Review: Trial of the Amazons hardcover/paperback (DC Comics)

DC Comics bills Trial of the Amazons as the “first Wonder Woman crossover of its kind.” I guess, looked at in the realm of “crossovers among books in the Wonder Woman family,” a la your standard Bat-crossover, then yes, this is a first.

But considering the “crossover,” as it were, involves just one regular series title, Wonder Woman, and then two specific “Trial of the Amazons” issues branching off the Wonder Girl miniseries and then the single final issue of the Nubia and the Amazons miniseries, this is not even so much a crossover at all as Wonder Woman plus a bunch of miniseries issues created specifically to form a “Trial of the Amazons” event series. Which is to say, I’m not sure Trial of the Amazons can really straight-faced take the “first of its kind” mantle away from Wonder Woman: War of the Gods, for instance, as delightfully bloated as it was in its 1990s way.

[Review contains spoilers for Trial of the Amazons and Tales of the Amazons]

Not dissimilar to the strange collections schema of Batman: Fear State Saga, Trial sees three important “Road to the Trial of the Amazons” stories shunted to the Tales of the Amazons collection, while two of Jordie Bellaire’s generally unrelated “Young Diana” stories are reprinted at the front of Trial. I get why — the two “Young Diana” stories were backups to Wonder Woman #785–786 included here — but what’s happening is completeness being valued over story sense; an uninitiated reader just picking Trial up off the shelves would be better served by the “Road” stories. DC so far hasn’t collected Bellaire’s “Young Diana” stories anywhere other than a non-trade “special,” so it’s not even as though collecting “Young Diana” in Trial is continuing from what’s happening in the main Wonder Woman trades; rather, Trial is a trade reader’s first glimpse of “Young Diana” and a complete non sequitur.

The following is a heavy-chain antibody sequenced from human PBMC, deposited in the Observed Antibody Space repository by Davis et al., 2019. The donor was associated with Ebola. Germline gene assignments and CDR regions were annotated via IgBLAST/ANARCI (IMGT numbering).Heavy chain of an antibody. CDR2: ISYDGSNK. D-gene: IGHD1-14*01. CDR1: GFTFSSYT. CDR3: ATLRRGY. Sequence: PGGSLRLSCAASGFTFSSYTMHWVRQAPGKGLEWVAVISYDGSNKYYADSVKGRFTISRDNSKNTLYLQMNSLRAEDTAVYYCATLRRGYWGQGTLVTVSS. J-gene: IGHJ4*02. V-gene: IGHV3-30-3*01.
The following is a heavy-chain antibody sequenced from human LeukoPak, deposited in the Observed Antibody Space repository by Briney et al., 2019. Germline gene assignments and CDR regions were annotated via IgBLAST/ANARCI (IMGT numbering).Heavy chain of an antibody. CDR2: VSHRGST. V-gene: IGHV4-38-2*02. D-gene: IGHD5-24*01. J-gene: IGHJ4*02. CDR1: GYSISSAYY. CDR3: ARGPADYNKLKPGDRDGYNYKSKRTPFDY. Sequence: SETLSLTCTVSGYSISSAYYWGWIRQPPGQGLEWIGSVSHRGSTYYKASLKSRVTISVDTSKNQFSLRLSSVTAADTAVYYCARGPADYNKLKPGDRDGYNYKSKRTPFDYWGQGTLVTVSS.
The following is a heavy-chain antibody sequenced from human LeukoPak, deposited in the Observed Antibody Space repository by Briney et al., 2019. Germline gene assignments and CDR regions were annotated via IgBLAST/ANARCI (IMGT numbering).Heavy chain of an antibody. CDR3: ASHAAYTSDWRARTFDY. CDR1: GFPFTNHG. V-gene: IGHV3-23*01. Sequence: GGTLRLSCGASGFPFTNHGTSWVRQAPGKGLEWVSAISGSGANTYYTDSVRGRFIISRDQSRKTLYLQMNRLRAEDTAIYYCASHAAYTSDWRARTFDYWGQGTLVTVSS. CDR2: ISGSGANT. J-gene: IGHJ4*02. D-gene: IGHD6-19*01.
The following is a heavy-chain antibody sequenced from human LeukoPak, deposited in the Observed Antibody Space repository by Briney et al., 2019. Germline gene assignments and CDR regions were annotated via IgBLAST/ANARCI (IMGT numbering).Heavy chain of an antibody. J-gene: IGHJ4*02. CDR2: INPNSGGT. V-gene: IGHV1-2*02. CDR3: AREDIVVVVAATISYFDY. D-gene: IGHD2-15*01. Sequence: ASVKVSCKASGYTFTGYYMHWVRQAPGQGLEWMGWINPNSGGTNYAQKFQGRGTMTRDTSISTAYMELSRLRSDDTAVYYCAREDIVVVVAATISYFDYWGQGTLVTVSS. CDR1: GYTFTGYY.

[See the latest DC trade solicitations.]

Forgive me for letting my knowledge of Tales seep over into my Trial review, but this is important because Trial, absent those “Road” stories, is a different book. In Trial, former Amazonian queen Hippolyta is murdered, and the culprit turns out to be Bana-Mighdall warrior (and one-time Wonder Woman) Artemis. Trial never explains why, which is a suspect choice but, in the manner of comics, I’m OK with it because there is another trade and it does contain the Artemis: Wanted special and I imagine we’ll learn more there (like I can’t fault Infinite Frontier for not revealing every detail when Dark Crisis follows behind it).

But the “Road” stories from Tales reveal a secret meeting between Artemis and Hippolyta, Atalanta, and Antiope — together the three eldest of the Amazons — that clearly ties in to Hippolyta’s murder. That reframes how someone reads Trial; insofar as Trial doesn’t offer answers anyway, the “Road” stories at least suggest Artemis' actions as potentially heroic instead of inexplicably violent. With or without “Road,” Trial does not read as unfinished to me as Wonder Girl: Homecoming did, for instance, but still again I think some deference was given to issue-completeness here that should have been paid to story sense instead.